Ten standard measures of health, such as blood pressure and cholesterol levels, show the bodies of African-Americans at midlife have aged 10 years faster than whites’. The premature aging, Williams said, shows “how physiologically compromised you are because of the onslaught of chronic, ongoing physical, chemical, psychosocial stressors.”
What are those stressors? Much attention has been paid to income inequality affecting all Americans, more so people of color. But for blacks and Hispanics, Wilson and Williams said, the wealth gap is wider and more significant.
A 2014 census report showed that Hispanics earn 70 cents and African-Americans earn 59 cents for every dollar whites earn. For African-Americans, the disparity is the same as it was in 1978, according to Williams.
Another report from the Census Bureau indicated that in 2013, “For every dollar of wealth that white households had, Hispanic households had seven cents, and black households had six pennies,” Williams said.
Taken together, the two sets of proportions peg the wealth gap as 10 times larger than income inequality for African-Americans and Hispanics. Possessing minimal assets causes insecurity and stress over how to cope with life’s ups and downs.
“It’s the wealth gap. That’s where the real problem is,” said Wilson, the Lewis P. and Linda L. Geyser University Professor.
Isolation in impoverished neighborhoods
One factor in the current gap was the Great Recession, in which African-Americans and Hispanics, having been disproportionately targeted for subprime loans by mortgage brokers, lost billions in wealth through home foreclosures. Another factor Wilson cited was the “growing deterioration of the conditions of poor blacks” and their isolation in impoverished neighborhoods.
Before 1970, blacks lived in mixed-income neighborhoods more often than any other racial-ethnic group, Wilson said, but now they are the least likely to do so.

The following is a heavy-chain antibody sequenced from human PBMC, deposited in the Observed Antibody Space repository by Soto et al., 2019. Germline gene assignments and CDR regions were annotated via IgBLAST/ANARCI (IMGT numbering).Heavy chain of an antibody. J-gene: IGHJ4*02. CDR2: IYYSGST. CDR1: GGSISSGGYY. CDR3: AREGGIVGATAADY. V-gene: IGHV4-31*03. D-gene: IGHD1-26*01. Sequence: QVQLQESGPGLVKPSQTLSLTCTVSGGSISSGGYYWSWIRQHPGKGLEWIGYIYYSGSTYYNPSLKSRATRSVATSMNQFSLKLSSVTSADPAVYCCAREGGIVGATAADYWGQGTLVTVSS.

“Today poor black families have fewer middle-class neighbors than they had in 1970,” Wilson said. “When you combine this growing income segregation with [residential] racial segregation, you see that low-income blacks cluster in neighborhoods that feature disadvantages among several dimensions, including joblessness and [lower] educational attainment.”
Hispanics are also concentrated in low-income urban neighborhoods. The Initiative for a Competitive Inner City(ICIC), which Harvard Business School Professor Michael E. Porter founded in 1994, has calculated that 37 percent of the nation’s inner-city residents are Hispanics and 31 percent are African-Americans.
Through the school years, both minority groups are on the short end of achievement gaps when compared with whites and Asians, and have higher dropout rates. Driving the high Hispanic dropout rate are deficiencies in bilingual education and the expectations of immigrant parents that teenagers work to help support their struggling families.
The biggest education gap for both groups is how much schooling they complete. In a knowledge economy that greatly rewards the better-educated, 50 percent of Asians and 29 percent of whites have earned a college degree, compared with 18 percent of blacks and 13 percent of Hispanics, according to the Census Bureau.
Because Williams believes that health disparities represent the cumulative impact of other inequalities, he calls for solutions that stretch traditional medical care and public health policy. His first step, though, would be universal